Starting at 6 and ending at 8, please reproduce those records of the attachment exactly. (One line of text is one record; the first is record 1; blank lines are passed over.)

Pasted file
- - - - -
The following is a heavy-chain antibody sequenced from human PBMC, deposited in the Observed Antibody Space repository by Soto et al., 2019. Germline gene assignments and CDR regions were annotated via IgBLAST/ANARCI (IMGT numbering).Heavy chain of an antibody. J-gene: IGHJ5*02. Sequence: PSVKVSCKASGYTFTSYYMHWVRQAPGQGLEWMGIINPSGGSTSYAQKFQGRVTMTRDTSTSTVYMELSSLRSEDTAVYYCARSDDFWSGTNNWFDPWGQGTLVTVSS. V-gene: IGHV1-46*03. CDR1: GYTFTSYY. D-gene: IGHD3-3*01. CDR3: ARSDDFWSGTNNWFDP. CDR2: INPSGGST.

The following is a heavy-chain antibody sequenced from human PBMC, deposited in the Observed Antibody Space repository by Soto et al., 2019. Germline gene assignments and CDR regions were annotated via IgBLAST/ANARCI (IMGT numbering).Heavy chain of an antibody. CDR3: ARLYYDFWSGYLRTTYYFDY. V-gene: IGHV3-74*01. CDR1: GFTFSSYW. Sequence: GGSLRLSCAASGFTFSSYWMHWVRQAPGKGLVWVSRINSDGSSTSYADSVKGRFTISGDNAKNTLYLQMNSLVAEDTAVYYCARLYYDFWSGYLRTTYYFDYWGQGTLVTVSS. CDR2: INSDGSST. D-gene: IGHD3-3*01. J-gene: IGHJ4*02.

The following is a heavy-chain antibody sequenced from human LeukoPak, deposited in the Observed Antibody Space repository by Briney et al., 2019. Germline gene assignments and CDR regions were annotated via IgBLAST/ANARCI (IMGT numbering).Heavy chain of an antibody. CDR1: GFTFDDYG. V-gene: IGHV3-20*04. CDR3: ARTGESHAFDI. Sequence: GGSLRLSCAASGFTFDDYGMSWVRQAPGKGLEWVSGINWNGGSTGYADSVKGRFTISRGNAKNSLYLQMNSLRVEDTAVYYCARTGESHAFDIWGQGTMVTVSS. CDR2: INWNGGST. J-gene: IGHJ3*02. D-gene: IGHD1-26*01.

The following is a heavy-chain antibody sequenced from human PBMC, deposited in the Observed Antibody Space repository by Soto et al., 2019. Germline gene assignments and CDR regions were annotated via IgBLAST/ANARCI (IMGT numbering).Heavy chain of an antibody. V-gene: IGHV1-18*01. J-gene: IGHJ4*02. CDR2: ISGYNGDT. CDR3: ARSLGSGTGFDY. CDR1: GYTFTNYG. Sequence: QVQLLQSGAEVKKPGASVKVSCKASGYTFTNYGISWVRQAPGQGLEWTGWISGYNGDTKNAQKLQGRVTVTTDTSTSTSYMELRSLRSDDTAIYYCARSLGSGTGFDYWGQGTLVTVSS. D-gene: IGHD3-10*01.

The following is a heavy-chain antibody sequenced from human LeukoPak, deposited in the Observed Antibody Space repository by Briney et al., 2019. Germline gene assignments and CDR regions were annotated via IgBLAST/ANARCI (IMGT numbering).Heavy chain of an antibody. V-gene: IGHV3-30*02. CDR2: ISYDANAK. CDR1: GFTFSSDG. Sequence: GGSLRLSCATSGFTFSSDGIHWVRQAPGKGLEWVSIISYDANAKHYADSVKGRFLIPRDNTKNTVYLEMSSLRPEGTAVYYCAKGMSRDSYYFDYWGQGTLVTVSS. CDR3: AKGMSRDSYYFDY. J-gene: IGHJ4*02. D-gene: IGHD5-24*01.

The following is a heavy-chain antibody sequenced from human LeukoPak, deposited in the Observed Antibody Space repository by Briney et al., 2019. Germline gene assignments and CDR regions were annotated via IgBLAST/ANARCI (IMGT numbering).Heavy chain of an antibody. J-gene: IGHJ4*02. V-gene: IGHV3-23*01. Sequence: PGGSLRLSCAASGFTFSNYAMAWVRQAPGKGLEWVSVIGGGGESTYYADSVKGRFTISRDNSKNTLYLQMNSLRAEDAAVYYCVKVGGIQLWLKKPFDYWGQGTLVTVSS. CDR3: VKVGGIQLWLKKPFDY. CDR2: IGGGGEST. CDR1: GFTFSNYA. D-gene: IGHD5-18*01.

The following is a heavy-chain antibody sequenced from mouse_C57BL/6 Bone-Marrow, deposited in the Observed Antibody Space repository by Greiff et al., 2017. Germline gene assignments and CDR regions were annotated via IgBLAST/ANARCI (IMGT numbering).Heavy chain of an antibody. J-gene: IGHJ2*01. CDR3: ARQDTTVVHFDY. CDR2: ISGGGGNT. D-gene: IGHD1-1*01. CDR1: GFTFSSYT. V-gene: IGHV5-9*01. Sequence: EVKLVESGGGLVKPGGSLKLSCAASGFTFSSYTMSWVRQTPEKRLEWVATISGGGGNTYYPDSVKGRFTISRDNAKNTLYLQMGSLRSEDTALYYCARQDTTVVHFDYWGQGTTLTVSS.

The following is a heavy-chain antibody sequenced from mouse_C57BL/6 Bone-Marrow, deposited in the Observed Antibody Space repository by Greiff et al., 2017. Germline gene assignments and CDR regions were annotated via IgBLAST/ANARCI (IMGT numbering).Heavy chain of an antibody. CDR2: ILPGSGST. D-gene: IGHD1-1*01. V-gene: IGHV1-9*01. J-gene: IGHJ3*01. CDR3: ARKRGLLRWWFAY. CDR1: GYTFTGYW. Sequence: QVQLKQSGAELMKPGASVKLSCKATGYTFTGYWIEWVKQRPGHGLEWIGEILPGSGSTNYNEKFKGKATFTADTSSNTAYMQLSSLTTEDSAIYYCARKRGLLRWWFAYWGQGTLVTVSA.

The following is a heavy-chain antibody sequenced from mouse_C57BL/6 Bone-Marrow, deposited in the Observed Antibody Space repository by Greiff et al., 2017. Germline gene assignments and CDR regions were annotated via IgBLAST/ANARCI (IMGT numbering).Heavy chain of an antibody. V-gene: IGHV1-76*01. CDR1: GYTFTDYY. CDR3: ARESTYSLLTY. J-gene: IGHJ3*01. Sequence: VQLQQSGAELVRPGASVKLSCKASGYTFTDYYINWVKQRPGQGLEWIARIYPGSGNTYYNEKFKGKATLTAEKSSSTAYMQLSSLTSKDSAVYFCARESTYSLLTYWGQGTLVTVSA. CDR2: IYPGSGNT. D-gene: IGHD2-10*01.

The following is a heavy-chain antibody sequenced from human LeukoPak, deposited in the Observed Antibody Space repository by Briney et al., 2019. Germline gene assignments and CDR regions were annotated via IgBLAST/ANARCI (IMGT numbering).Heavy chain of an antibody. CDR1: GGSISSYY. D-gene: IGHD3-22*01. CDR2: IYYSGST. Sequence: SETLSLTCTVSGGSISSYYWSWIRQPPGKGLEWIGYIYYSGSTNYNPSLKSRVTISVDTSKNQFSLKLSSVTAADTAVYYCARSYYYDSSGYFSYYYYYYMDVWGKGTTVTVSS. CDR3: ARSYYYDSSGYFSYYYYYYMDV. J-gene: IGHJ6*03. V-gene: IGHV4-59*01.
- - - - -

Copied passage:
The following is a heavy-chain antibody sequenced from human LeukoPak, deposited in the Observed Antibody Space repository by Briney et al., 2019. Germline gene assignments and CDR regions were annotated via IgBLAST/ANARCI (IMGT numbering).Heavy chain of an antibody. J-gene: IGHJ4*02. V-gene: IGHV3-23*01. Sequence: PGGSLRLSCAASGFTFSNYAMAWVRQAPGKGLEWVSVIGGGGESTYYADSVKGRFTISRDNSKNTLYLQMNSLRAEDAAVYYCVKVGGIQLWLKKPFDYWGQGTLVTVSS. CDR3: VKVGGIQLWLKKPFDY. CDR2: IGGGGEST. CDR1: GFTFSNYA. D-gene: IGHD5-18*01.

The following is a heavy-chain antibody sequenced from mouse_C57BL/6 Bone-Marrow, deposited in the Observed Antibody Space repository by Greiff et al., 2017. Germline gene assignments and CDR regions were annotated via IgBLAST/ANARCI (IMGT numbering).Heavy chain of an antibody. J-gene: IGHJ2*01. CDR3: ARQDTTVVHFDY. CDR2: ISGGGGNT. D-gene: IGHD1-1*01. CDR1: GFTFSSYT. V-gene: IGHV5-9*01. Sequence: EVKLVESGGGLVKPGGSLKLSCAASGFTFSSYTMSWVRQTPEKRLEWVATISGGGGNTYYPDSVKGRFTISRDNAKNTLYLQMGSLRSEDTALYYCARQDTTVVHFDYWGQGTTLTVSS.

The following is a heavy-chain antibody sequenced from mouse_C57BL/6 Bone-Marrow, deposited in the Observed Antibody Space repository by Greiff et al., 2017. Germline gene assignments and CDR regions were annotated via IgBLAST/ANARCI (IMGT numbering).Heavy chain of an antibody. CDR2: ILPGSGST. D-gene: IGHD1-1*01. V-gene: IGHV1-9*01. J-gene: IGHJ3*01. CDR3: ARKRGLLRWWFAY. CDR1: GYTFTGYW. Sequence: QVQLKQSGAELMKPGASVKLSCKATGYTFTGYWIEWVKQRPGHGLEWIGEILPGSGSTNYNEKFKGKATFTADTSSNTAYMQLSSLTTEDSAIYYCARKRGLLRWWFAYWGQGTLVTVSA.